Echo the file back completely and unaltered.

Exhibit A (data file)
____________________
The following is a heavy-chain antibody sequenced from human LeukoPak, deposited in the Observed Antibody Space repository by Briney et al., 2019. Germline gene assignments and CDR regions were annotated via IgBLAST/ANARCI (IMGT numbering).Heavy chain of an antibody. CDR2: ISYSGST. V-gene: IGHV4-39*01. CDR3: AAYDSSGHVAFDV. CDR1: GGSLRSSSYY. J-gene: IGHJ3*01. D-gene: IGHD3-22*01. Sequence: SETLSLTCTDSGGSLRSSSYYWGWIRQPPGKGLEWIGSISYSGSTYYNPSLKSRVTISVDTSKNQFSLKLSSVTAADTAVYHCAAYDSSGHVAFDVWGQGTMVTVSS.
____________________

The following is a heavy-chain antibody sequenced from human LeukoPak, deposited in the Observed Antibody Space repository by Briney et al., 2019. Germline gene assignments and CDR regions were annotated via IgBLAST/ANARCI (IMGT numbering).Heavy chain of an antibody. CDR2: ISYSGST. V-gene: IGHV4-39*01. CDR3: AAYDSSGHVAFDV. CDR1: GGSLRSSSYY. J-gene: IGHJ3*01. D-gene: IGHD3-22*01. Sequence: SETLSLTCTDSGGSLRSSSYYWGWIRQPPGKGLEWIGSISYSGSTYYNPSLKSRVTISVDTSKNQFSLKLSSVTAADTAVYHCAAYDSSGHVAFDVWGQGTMVTVSS.